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Michael Stoff, Director 305 East 23rd St, CLA 2.102, (G3600) Austin, TX 78712-1250 • 512-471-1442

Spring 2008

T C 357 • Myths of War and Violence

Unique Days Time Location Instructor
43735 TTh
12:30 PM-2:00 PM
CRD 007A

Course Description

How would you talk about, explain, remember or forget violence or killing that you had witnessed, experienced, or done? How did ancient Greek culture and late-19th and 20th-21st-century British and American cultures deal with the concepts and realities of violence and warfare? How do we now approach the realities of war?

How is violence used, controlled, encouraged, punished, experienced, remembered and explained by different societies and by individuals within those societies? What effects, short-term and long-term, does the experience of violence have on people and how do they use what we call 'myths' (a shorthand for different forms of 'story-teling') to deal with those effects? How does language fail us when we try to make sense of violence.

We shall consider these questions while reading, viewing and discussing a range of mythic forms: for the 19th-20th and now 21st century: poetry and prose: fiction (historical and parable-form novels) and non-fiction (including biography, memoir, oral history, journalistic essays, and critical/analytical studies) and film (including documentary and the filming of a Greek play in production).

We shall begin in two ways: (1) by looking at contemporary accounts of war and atrocity and serious discussions of what these accounts mean; (2) by looking at the earliest literate western culture and how it dealt with these same phenomena: ancient Greek culture and Homer, Thucydides and Euripides.

We shall then consider how myths are constructed in reaction to war and violence and how they deal with important social concepts: good and evil, truth, law, justice and injustice, idealism and pragmatism.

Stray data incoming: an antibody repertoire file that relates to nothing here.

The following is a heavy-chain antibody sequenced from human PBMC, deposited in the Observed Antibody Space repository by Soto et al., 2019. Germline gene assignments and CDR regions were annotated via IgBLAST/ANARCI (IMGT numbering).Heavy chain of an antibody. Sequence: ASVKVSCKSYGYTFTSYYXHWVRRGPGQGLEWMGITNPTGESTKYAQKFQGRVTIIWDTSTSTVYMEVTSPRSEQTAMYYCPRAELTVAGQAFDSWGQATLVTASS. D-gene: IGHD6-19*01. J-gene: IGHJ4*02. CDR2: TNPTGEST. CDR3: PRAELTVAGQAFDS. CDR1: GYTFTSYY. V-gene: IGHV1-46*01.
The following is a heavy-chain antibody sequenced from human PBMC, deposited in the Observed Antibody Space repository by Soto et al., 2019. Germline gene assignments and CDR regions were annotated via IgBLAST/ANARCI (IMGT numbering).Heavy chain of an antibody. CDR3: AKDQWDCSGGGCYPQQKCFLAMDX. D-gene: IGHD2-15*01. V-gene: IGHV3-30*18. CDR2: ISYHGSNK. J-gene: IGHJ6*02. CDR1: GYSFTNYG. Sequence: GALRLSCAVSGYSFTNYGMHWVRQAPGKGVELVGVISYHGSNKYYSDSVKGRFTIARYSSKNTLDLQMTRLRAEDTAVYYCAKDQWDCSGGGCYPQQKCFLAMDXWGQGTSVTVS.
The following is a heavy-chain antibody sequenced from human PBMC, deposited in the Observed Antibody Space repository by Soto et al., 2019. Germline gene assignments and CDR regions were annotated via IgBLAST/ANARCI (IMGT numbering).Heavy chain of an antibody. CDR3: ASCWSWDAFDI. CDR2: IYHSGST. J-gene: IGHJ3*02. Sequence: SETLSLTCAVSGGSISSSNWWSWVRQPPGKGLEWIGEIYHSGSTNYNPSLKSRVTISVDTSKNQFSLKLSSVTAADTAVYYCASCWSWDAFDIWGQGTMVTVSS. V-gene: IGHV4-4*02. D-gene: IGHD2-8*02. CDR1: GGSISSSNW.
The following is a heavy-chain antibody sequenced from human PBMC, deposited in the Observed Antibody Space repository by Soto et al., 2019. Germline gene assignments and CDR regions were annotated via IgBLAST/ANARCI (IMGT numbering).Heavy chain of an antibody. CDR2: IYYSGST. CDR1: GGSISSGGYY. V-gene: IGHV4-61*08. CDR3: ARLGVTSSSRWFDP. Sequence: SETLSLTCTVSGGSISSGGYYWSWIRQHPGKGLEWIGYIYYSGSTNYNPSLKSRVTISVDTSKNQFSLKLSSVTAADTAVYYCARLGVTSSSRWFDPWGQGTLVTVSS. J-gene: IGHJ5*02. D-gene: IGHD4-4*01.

In this version of the course we shall concentrate on how individuals use 'myths' to come to terms (psychological, ethical, emotional, philosophical, personal) with violence that they have experience, witnessed, done or know about, and also with social inequality (itself a form of social violence) and how social inequality makes one segment of society bear the burden of social violence.

We shall also spend some time discussing how recent incidents of violence get reported. And why that how is what it is.


James Dawe, That the World May Know: Bearing Witness to Atrocity
Homer, The Iliad (Lombardo translation)
Euripides, Medea
T. O'Brien, The Things They Carried
Tobias Wolff, In Pharaoh's Army: Memories of the Lost War.

And a course booklet of selections from some of the following: S. Freud, "Disillusionment in Time of War"; J. Shay, Achilles in Vietnam; Thucydides, On Justice Power and Human Nature; S. Sassoon and W. Owen, selected poems; P. Fussell, The Great War and Modern Memory; The Boys' Crusade; K. Vonnegut, Slaughterhouse Five; M. Herr, Dispatches; B. Edelman, ed., Dear America: Letters Home from Vietnam; Wallace Terry, Bloods: An Oral History of the Vietnam War by Black Veterans; Michael Lesy, Wisconsin Death Trip and The Forbidden Zone; S. Terkel, The Good War; J. Schaefer, Shane; Chris Hedges, Gaza Diary; M.B. Cosmopoulos ed., Experiencing War: Trauma and Society in Ancient Greece and Today; Bill Katovsky and Tim Carlson, Embedded; the journalism of Gordon Dillow and Rinker Buck; additional selected war poetry.
Films: Dear America: Letters Home from Vietnam; A Dream of Passion; Little Dieter Needs to Fly. [FILMS SUBJECT TO CHANGE]


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